One year after the Equifax breach, an inclusive report was released recently by the U.S. General Accounting Office (GAO) that conducted an assessment on exactly how the infamous Equifax Data Breach was executed. The breach that occurred resulted in the exposure of at least 145.5 million individuals’ personal information. The new report goes into detail on how Equifax and privacy-related organizations are trying to focus on implementing change into this area, but are these new measures enough to prevent future breaches and gain back the confidence of users?

What do we know?

A quick recap from the report states that on September 7, 2017, Equifax released to the public that it was breached six weeks earlier, and the records that were exposed included individuals’ driver’s licenses, credit-card numbers, social security numbers, phone numbers, and email addresses. The lack of patching on an out-of-date internet-facing webserver was the root cause of the breach, which was not detected for 76 days.

What are the facts from the Report?

The report states that the long period of un-detection allowed the attackers free reign over the Equifax network where nearly 9,000 request-based activities were found amongst the server logs. The company’s internal and external monitoring systems had seemed to fail at detecting any suspicious activity. Evidence from IT department states the detection systems were not working correctly for at least ten months. Without any form of successful monitoring in place, the attackers gained access to the database where unencrypted credentials were found to further explore Equifax’s internal networks. Equifax’s investigation of the breach identified four major factors including identification, detection, segmenting of access to databases, and data governance that allowed the attacker to successfully gain access to its network and extract information from databases containing personally identifiable information.

What was the impact?

The original impact initiated an FBI review, Congressional hearing, and consent orders from multiple banking regulators that resulted in the Equifax stock dropping substantially. The Equifax CEO Richard Smith, at the time of breach, testified before U.S. Congress in four separate hearings, repeatedly blamed the breach on a single employee who failed to update the software on the web server. Banking consent orders were issued by major banks against Equifax requiring security improvement, auditing, and reporting. The breach resulted in two criminal charges being imposed against those involved in insider trading against the company’s former chief information officer, Jun Ying, and against a company software developer for allegedly selling stock while knowing of the breach before it was made public.

“One year after they publicly revealed the massive 2017 breach, Equifax and other big credit reporting agencies keep profiting off a business model that rewards their failure to protect personal information,” U.S. Senator Elizabeth Warren, a Massachusetts Democrat who requested the report, said in a statement.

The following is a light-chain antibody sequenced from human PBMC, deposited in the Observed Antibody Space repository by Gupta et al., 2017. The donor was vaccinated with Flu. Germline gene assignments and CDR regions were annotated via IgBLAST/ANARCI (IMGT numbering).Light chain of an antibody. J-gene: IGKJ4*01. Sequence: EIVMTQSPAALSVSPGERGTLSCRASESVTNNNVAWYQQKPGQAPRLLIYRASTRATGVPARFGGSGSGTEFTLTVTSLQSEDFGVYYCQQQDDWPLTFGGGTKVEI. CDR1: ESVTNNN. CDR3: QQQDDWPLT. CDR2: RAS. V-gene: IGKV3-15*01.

What is being done?

The Internal Revenue Service (IRS), Social Security Administration (SSA), and U.S. Postal Service (USPS), all federal customer agencies that use Equifax’s identity verification services, conducted assessments of the company’s security controls which identified a number of lower-level technical concerns that Equifax was directed to address. All agencies involved have included clauses into their new contracts to modify notification requirements for future data breaches. The company has said to spend an additional $200 million in security and technology, but did not provide any details on previous security spending . Equifax has supposedly hired external cybersecurity consultants to do a complete overhaul of their security policy and controls.

“We have enhanced our leadership team to include some of the most experienced cybersecurity and technology professionals in the industry, notably new Chief Information Security Officer Jamil Farshchi and Chief Technology Officer Bryson Koehler,” the spokeswoman for Equifax said.

Successful testing of preventative measures can still be difficult, but achievable for companies such as Equifax through the use of knowledgeable cybersecurity experts. Pressure from the public has proven successful with new individual privacy rights being implemented. In the U.S., many states such as California, Alabama, and North Dakota are passing laws forcing notification about reporting breaches with penalties and significant fines for delays. In Canada, a new breach reporting law is finally coming into effect on November 1, 2018 that could force organizations to follow strict guidelines in reporting breaches.

Contact us so we can come up with a plan together that meets your individual needs. Our certified security professionals can adjust their methodology and plan dynamically as the attack surface expands to find vulnerable components presented to them before a potential attacker can, resulting in a comprehensive security solution.